How can carers prepare themselves to cope with the symptoms of dementia?
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How can carers prepare themselves
to cope with the symptoms of dementia?


 

 

 

Being a full time carer is a difficult role and often places enormous strain on the carer. Whilst many individuals choose to work in the care industry, a significant number of carers care for family members and loved ones. Without any professional experience in the care industry, it can be difficult for carers to cope with the symptoms of dementia, particularly when a loved one is affected.

 


The care required when someone is suffering from dementia is varied and largely depends on the individual's specific needs. Many people with dementia have difficulty remembering things and may require help carrying out their daily routine. Without the help of a carer, people with dementia may forget to prepare meals or become easily confused by their surroundings. In addition to help with cognitive function and recall, people may require help actually carrying out tasks, such as help with dressing or bathing. In addition to being emotionally stressful, acting as a carer can place a physical strain on the carer, particularly if either person has mobility issues.

 


It is essential that carers are given adequate support and help in order to carry out their role. Prior to giving up a job to care for someone, carers are advised to contact their local councils to determine whether additional help is available that would enable them to continue with their carer. Alternatively, employers can often offer flexible working hours or a reduction in hours if the individual wishes to keep working. Often the strain of attempting to care for a loved one without help can cause a carer to be forced into handing in their resignation before seeking help. By seeking help earlier, it may become apparent that there are more options available which could help the carer and the person they are caring for.

 


People with dementia often require 'round-the-clock' care which is extremely difficult for one person to provide. By contacting local authorities, carers can gain access to support networks and obtain practical help. For example, professional carers often supplement care from a family member by caring for the person during the night or on specific days. This enables the carer to have a break for a few hours or ensure they get enough to sleep to maintain their own health.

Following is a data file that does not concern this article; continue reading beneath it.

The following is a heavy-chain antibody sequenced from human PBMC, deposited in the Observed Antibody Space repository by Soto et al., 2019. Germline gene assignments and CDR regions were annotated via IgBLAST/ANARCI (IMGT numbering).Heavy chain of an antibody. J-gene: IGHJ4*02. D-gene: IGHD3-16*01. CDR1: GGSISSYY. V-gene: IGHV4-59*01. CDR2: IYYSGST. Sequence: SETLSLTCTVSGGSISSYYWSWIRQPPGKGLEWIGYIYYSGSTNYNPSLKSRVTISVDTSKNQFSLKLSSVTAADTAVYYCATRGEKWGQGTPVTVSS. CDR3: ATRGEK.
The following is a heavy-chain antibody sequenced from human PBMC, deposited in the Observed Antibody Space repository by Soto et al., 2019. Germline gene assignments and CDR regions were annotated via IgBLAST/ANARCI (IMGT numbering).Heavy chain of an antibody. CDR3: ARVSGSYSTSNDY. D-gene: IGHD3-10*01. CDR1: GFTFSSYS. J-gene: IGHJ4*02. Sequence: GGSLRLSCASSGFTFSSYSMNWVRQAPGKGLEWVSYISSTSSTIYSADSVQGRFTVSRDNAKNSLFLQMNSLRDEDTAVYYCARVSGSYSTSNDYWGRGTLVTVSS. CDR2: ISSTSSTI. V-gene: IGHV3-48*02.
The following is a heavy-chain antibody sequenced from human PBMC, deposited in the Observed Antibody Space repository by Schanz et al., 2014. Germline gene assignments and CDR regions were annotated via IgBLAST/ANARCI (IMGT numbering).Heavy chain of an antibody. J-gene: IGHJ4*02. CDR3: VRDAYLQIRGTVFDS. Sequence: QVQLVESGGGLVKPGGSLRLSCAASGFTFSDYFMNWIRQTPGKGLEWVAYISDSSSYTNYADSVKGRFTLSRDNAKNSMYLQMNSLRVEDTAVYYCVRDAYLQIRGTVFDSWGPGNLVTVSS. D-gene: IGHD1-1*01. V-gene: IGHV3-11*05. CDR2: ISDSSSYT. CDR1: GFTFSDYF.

In addition to gaining help with health issues, carers often find they require help dealing with the financial implications of being a carer. Giving up work to become a carer can affect a person's pension as well as their monthly income and can make it difficult to pay essential bills. However, help is available and carers should ensure that they and the person they are caring for a receiving the financial benefits they are entitled to. This can enable them to provide care on an on-going basis and relieve the stress of financial worries.

 


As well as making use of the professional support available, carers should rely on family and friends where possible. They can provide practical support by allowing the carer to take regular breaks as well as emotional support. Becoming a carer and caring for someone on a long-term basis can be a difficult and stressful experience but with the right amount of support and assistance carers can successfully manage and maintain their own health as well as providing adequate care and support for their loved ones.

 


Find out more about support for carers and care homes offering dementia care for your elderly relatives.

 


Related articles:

Dementia Support - Actions Changing Attitudes.

Dementia Patients May Have Found Hope in Music

 

 

 

 

 


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